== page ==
Breast cancer is the most frequent cancer among women. The chances of the average woman developing breast cancer are one in eleven. Furthermore, three groups have a higher than average risk of developing breast cancer .
These are women over age 50, women whose mother or sisters have had breast cancer, and women who have already had breast cancer. Other factors which may increase the risk are long term cystic disease of the breast, onset of menstruation before age 11, having no children or having a first pregnancy after age 30, high fat diet, upper socioeconomic class, and being a white person.
The specific cause of breast cancer is unknown. However, the earlier the cancer is detected and treated, the better the chance is for its cure. It is reassuring to know that eight out of ten breast lumps are not cancer. However, any lump, thickening, skin dimpling or puckering, or nipple discharge should be examined and evaluated by your health care practitioner as soon as possible.
Fear of breast cancer prevents some women from doing so. This is unfortunate, causing unnecessary anxiety for the large majority who do not have cancer and delaying effective treatment for those who do. Since 90 percent of breast lumps are discovered by women themselves, early detection begins with breast self examination (BSE). All women should examine their breasts once a month. Women past menopause should pick a date they will remember, such as the first of the month or the monthly anniversary of their birth dates to remind themselves to do a BSE.
The examination is performed monthly so that women become familiar with the appearance and texture of their own breasts, enabling them to recognize a change. In addition to a monthly BSE, all women should have their breasts examined yearly by their health care practitioners. This can be done during the yearly gynecological examination or routine physical examination.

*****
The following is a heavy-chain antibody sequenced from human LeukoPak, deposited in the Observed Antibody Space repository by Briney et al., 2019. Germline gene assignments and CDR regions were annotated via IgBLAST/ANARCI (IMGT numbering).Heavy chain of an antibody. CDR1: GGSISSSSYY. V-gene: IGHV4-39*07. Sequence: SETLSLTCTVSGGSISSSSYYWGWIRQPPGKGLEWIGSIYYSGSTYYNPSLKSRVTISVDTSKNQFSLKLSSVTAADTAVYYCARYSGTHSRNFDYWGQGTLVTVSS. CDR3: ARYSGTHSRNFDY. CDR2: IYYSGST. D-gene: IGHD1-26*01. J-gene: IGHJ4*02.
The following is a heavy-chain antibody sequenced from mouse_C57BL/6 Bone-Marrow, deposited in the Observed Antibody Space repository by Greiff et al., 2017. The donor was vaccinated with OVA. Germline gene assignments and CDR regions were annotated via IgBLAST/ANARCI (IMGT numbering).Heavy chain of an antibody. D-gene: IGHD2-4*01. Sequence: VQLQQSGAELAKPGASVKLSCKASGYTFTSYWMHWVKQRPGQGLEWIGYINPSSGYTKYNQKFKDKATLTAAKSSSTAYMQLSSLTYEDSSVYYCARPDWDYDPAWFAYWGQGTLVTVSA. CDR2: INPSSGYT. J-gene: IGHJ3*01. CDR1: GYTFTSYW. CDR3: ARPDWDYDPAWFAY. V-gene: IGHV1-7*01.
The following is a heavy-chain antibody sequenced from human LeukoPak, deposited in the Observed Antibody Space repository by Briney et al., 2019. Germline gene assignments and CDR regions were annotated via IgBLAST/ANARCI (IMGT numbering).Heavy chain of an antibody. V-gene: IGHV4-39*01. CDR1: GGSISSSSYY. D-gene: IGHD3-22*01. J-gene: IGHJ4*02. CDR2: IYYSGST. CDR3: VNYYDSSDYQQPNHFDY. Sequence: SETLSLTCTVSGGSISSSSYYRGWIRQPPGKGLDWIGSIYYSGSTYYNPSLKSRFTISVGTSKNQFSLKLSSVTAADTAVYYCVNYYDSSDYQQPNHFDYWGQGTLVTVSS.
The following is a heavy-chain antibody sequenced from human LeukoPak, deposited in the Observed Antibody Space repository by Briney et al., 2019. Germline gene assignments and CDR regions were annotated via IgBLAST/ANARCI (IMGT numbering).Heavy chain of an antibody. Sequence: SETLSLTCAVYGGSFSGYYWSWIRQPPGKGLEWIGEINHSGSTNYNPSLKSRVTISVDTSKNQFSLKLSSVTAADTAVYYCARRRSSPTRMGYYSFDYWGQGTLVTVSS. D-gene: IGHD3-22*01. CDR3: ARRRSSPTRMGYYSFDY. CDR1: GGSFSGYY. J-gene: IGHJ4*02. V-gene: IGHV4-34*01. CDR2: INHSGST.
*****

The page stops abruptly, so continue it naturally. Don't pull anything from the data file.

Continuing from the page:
The third method of detection is mammography. This consists of special x-rays of the breasts which can reveal tumors which are too small to be found by breast examination. The American Cancer Society recommends a yearly mammogram for women over 50. Other experts recommend mammography at regular intervals but not necessarily once a year.
Mammography has been controversial because of the possibility that radiation from the x-rays themselves may cause cancer. However, with current x-ray equipment the dose of radiation is quite small, and for women over 50 it is thought that the value of the examination outweighs the risk.
Two other detection methods, which are still under investigation, are thermography, in which special film records heat patterns of the breast, and ultrasound, which bounces sound waves off the breast tissue. Neither of these techniques use x-rays, so there is no chance of radiation exposure.
If a breast lump is found, a biopsy is usually performed to establish a diagnosis. If cancer is present, there are now several options to the once standard radical mastectomy (surgical removal of the breast, surrounding lymph nodes, and muscle). Studies are under way to evaluate less disfiguring surgery such as removal of the tumor only (lumpectomy), or breast only, along with follow up treatment with radiation to kill any remaining cancer cells.
If the breast is removed, breast reconstructive surgery is now available. Since there are so many choices, it is important to discuss all available alternatives with your health care practitioner and surgeon. In the past few years women have demanded and obtained many changes in the treatment of breast cancer. It is up to you to take advantage of them.